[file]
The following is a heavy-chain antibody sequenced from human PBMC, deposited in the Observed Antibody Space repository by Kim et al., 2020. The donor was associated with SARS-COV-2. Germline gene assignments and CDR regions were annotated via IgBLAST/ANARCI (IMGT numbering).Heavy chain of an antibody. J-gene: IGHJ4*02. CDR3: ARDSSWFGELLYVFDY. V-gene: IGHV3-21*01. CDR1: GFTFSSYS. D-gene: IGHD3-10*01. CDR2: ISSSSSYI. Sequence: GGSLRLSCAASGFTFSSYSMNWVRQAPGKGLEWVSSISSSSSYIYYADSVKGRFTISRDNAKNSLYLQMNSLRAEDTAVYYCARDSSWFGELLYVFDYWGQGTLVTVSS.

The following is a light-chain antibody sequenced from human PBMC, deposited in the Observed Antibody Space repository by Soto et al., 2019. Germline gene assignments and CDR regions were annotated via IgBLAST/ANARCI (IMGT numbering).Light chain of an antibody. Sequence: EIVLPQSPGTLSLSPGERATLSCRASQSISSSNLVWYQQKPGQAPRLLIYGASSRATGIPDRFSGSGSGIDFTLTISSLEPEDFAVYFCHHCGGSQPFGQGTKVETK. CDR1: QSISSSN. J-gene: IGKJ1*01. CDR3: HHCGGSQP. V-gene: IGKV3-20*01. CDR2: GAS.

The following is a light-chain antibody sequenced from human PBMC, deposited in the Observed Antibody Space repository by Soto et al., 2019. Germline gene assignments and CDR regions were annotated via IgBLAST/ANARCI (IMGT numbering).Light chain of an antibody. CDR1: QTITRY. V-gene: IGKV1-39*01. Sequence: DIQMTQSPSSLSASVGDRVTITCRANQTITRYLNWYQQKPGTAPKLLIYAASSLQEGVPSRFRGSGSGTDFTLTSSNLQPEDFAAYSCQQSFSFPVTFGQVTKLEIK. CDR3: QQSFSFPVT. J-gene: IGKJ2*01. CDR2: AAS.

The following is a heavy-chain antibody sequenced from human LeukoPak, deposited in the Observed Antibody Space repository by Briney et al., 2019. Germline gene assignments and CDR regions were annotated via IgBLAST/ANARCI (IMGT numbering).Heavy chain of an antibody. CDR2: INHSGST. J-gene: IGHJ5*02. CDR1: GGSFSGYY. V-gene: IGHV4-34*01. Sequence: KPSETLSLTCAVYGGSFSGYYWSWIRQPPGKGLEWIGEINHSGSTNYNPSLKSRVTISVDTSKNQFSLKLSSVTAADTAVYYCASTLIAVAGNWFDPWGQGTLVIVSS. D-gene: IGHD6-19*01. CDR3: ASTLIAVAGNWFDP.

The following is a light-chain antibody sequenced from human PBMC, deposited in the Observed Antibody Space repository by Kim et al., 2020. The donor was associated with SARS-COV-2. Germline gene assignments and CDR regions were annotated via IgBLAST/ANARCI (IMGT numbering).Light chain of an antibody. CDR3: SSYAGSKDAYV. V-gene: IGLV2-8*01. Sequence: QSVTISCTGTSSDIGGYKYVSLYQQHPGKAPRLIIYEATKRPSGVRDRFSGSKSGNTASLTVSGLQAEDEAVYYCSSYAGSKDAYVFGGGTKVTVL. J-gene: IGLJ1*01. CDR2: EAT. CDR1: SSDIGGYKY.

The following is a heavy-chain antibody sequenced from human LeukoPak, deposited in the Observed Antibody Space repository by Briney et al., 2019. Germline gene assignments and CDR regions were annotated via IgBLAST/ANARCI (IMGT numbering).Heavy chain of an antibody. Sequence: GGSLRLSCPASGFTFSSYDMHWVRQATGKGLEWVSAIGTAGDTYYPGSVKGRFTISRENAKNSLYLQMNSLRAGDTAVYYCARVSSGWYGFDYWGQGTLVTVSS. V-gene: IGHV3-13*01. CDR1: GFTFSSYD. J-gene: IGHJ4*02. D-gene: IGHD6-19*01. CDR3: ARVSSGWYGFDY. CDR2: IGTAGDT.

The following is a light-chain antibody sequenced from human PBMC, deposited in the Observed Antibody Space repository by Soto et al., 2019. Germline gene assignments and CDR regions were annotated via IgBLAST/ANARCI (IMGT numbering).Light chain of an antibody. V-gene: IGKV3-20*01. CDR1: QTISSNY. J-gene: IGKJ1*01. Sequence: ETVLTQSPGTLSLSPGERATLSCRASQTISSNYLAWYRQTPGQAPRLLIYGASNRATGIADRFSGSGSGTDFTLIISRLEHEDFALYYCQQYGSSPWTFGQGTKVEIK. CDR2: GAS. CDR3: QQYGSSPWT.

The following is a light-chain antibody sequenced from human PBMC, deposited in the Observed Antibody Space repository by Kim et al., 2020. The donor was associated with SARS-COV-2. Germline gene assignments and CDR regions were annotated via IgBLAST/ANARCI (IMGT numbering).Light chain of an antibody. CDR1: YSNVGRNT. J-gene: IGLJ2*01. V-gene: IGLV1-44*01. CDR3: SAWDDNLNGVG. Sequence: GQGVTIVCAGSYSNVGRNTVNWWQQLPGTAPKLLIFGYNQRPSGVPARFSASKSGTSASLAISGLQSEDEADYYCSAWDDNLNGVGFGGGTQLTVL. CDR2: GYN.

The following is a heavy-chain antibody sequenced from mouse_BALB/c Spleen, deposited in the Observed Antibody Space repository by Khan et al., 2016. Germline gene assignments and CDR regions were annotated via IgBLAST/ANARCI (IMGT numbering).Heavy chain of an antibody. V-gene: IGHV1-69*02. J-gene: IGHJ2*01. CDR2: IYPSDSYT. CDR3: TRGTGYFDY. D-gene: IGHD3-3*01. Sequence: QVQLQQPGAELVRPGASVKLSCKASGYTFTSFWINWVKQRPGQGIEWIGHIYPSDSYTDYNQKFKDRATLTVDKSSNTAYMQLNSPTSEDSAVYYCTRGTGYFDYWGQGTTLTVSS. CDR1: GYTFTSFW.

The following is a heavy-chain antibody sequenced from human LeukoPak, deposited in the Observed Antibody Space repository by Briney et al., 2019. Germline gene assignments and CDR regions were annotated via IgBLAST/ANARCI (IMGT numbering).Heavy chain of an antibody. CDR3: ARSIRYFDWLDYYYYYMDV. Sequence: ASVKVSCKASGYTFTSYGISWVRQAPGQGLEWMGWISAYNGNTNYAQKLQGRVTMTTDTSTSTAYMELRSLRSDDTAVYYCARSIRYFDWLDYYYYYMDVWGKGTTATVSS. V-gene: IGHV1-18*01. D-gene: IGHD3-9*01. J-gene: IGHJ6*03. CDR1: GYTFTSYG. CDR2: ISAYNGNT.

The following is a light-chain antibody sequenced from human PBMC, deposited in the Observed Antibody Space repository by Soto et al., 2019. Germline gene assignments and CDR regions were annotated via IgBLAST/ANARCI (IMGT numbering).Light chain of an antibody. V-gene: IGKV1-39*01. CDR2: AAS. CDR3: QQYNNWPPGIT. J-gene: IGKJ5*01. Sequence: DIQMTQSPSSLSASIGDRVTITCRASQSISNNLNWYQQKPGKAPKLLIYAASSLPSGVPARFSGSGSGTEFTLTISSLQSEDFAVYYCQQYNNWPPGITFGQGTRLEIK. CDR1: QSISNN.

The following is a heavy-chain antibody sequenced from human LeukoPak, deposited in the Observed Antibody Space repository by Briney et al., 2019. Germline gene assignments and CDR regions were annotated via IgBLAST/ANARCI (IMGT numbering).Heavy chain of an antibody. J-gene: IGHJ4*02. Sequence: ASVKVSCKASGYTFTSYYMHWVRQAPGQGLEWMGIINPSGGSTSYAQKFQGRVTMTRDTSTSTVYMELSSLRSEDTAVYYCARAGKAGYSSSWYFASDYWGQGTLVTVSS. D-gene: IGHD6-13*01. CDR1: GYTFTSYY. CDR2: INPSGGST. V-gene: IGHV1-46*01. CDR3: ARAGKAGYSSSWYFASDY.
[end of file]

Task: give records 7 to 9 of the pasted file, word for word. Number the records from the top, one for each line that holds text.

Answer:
The following is a light-chain antibody sequenced from human PBMC, deposited in the Observed Antibody Space repository by Soto et al., 2019. Germline gene assignments and CDR regions were annotated via IgBLAST/ANARCI (IMGT numbering).Light chain of an antibody. V-gene: IGKV3-20*01. CDR1: QTISSNY. J-gene: IGKJ1*01. Sequence: ETVLTQSPGTLSLSPGERATLSCRASQTISSNYLAWYRQTPGQAPRLLIYGASNRATGIADRFSGSGSGTDFTLIISRLEHEDFALYYCQQYGSSPWTFGQGTKVEIK. CDR2: GAS. CDR3: QQYGSSPWT.

The following is a light-chain antibody sequenced from human PBMC, deposited in the Observed Antibody Space repository by Kim et al., 2020. The donor was associated with SARS-COV-2. Germline gene assignments and CDR regions were annotated via IgBLAST/ANARCI (IMGT numbering).Light chain of an antibody. CDR1: YSNVGRNT. J-gene: IGLJ2*01. V-gene: IGLV1-44*01. CDR3: SAWDDNLNGVG. Sequence: GQGVTIVCAGSYSNVGRNTVNWWQQLPGTAPKLLIFGYNQRPSGVPARFSASKSGTSASLAISGLQSEDEADYYCSAWDDNLNGVGFGGGTQLTVL. CDR2: GYN.

The following is a heavy-chain antibody sequenced from mouse_BALB/c Spleen, deposited in the Observed Antibody Space repository by Khan et al., 2016. Germline gene assignments and CDR regions were annotated via IgBLAST/ANARCI (IMGT numbering).Heavy chain of an antibody. V-gene: IGHV1-69*02. J-gene: IGHJ2*01. CDR2: IYPSDSYT. CDR3: TRGTGYFDY. D-gene: IGHD3-3*01. Sequence: QVQLQQPGAELVRPGASVKLSCKASGYTFTSFWINWVKQRPGQGIEWIGHIYPSDSYTDYNQKFKDRATLTVDKSSNTAYMQLNSPTSEDSAVYYCTRGTGYFDYWGQGTTLTVSS. CDR1: GYTFTSFW.